It’s official: leaving UCLA for NYU

This has been in the works for a while, but now it’s formally out: I’ll be leaving UCLA after 19 years (that’s one Great Year, if you’re keeping lunation score at home) and moving to the Marron Institute on Urban Management at NYU. I’ll be working on crime control and drug policy, with a visiting appointment at the Wagner School, where I’m hoping to teach in the new undergraduate public policy major. The Institute is the brainchild of Paul Romer, based around a simple proposition: while the major worldwide social process of the century 1950-2050 is the migration from villages to cities, no one has a clue about how to run those cities. My job is to figure out the public-safety part of that challenge, and in particular how to massively reduce incarceration while keeping crime trends headed downward.

I’m looking forward to: working with Paul Romer, pursuing projects with the city and state governments, living in Manhattan,  spring, fall, thundershowers, sunsets, broad-leafed trees, bookstores, and being in the right time zone for national news and only a comfortable train ride away from DC, Philadelphia, or Boston.

I’m not looking forward to: summer, winter, and East Coast manners.

I’ll miss: great colleagues and students at UCLA, hiking any day of the year, beaches.

I won’t miss: watching the California budget process destroy the University of California. Pat Brown’s creation of the UC system was one of the greatest public-management triumphs of the 20th Century. (It’s not well known, but in the Shanghai rankings UC holds four of the top 20 slots worldwide.)  There’s a way to prevent the legislature and the governor from pounding UC back into mediocrity – a constitutional amendment ballot initiative requiring the state to spend at least as much on universities as it does on prisons – but after ten years of failing to get anyone at UC to take the idea seriously (even after getting endorsements from LA Police Chief Charlie Beck and SF District Attorney George Gascon) I’m giving up.

The public policy department I’ll be leaving is, in my carefully considered – though of course not unbiased – view, the best, pound-for-pound, in the country. That is, if Kennedy or Goldman or Harris or Sanford or Wagner offered to trade one of their faculty, selected at random, for one of ours, also selected at random, I’d advise UCLA to turn down the offer. There aren’t enough of us – see complaint above – but we’ve managed to mount a first-class MPP program, and in recent years we’ve been able to attract an excellent group of students. It’s agreed that I’ll stay connected to UCLA in some capacity.

In the meantime, the Big Apple beckons. As a way of dealing with a midlife crisis, a new job beats a Miata. And once I have Manhattan apartment with a guest bedroom, I expect to see a lot of my out-of-town friends.




Author: Mark Kleiman

Professor of Public Policy at the NYU Marron Institute for Urban Management and editor of the Journal of Drug Policy Analysis. Teaches about the methods of policy analysis about drug abuse control and crime control policy, working out the implications of two principles: that swift and certain sanctions don't have to be severe to be effective, and that well-designed threats usually don't have to be carried out. Books: Drugs and Drug Policy: What Everyone Needs to Know (with Jonathan Caulkins and Angela Hawken) When Brute Force Fails: How to Have Less Crime and Less Punishment (Princeton, 2009; named one of the "books of the year" by The Economist Against Excess: Drug Policy for Results (Basic, 1993) Marijuana: Costs of Abuse, Costs of Control (Greenwood, 1989) UCLA Homepage Curriculum Vitae Contact:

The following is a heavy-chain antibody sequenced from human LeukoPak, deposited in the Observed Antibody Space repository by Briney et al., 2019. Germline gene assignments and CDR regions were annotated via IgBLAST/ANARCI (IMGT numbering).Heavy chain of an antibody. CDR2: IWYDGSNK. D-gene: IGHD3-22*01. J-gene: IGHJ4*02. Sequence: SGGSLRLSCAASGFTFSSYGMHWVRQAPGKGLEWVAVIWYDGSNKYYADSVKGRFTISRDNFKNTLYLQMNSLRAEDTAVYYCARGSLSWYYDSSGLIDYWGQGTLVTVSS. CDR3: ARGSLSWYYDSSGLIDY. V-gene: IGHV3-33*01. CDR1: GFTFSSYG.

12 thoughts on “It’s official: leaving UCLA for NYU”

  1. As the holder of degrees from both USC and NYU, I'm tempted to see your new appointment as yet further evidence that, just as USC has surpassed UCLA, NYU has surpassed Columbia. But that would be churlish of me.

    Congratulations. Enjoy the new gig. Be sure to get out the the Village Vanguard, the Met, and Citi Field.

  2. It should be an interesting gig. Romer is one of the most insightful economist whose work I am familiar with, especially about development issues. And Iridium is a great jazz club.

  3. You do understand that it snows There? Lots of snow. Which then turns to really disgusting slush. I hope this is a really big promotion but, even so, I would have chosen the sports car.

    1. "Lots of snow"

      Depends on perspective. I grew up in Rochester NY.

      Anyway, congrats Mark from a long-time reader. I've been hoping cities would take up your policies on reducing gang violence – haven't seen much happening but maybe I've missed it. May this get your ideas into experimental practice.

  4. One point of correction: Even if 60 is the new 50, you're a bit beyond the age for a good mid-life crisis. However, in all events, welcome back to the East.

  5. Will the 'reality' in the Reality-Based Community change once you move to the Big Apple?

  6. You don't have to miss the beach, you do know that there is an ocean pretty near Manhattan? It's very easy to get to any number of public beaches. From NYU, Brighton Beach is just a subway ride away…

  7. A two-bedroom apartment in Manhattan is only marginally more expensive than a one bedroom. A one-bedroom could be thought of as a studio with a guest room. 🙂

  8. Nooooooooooooooooooooooooo!!!

    But since you've already made the decision … please don't fall for all the greenwashing bs being spewed by New Urbanists/smartgrowthers. Sounds like you're not really going that direction, but, anyway, please don't. Frankly I can see why you want to get out of LA. Sort of. Really you weren't even living in it. Anyway. Good luck!

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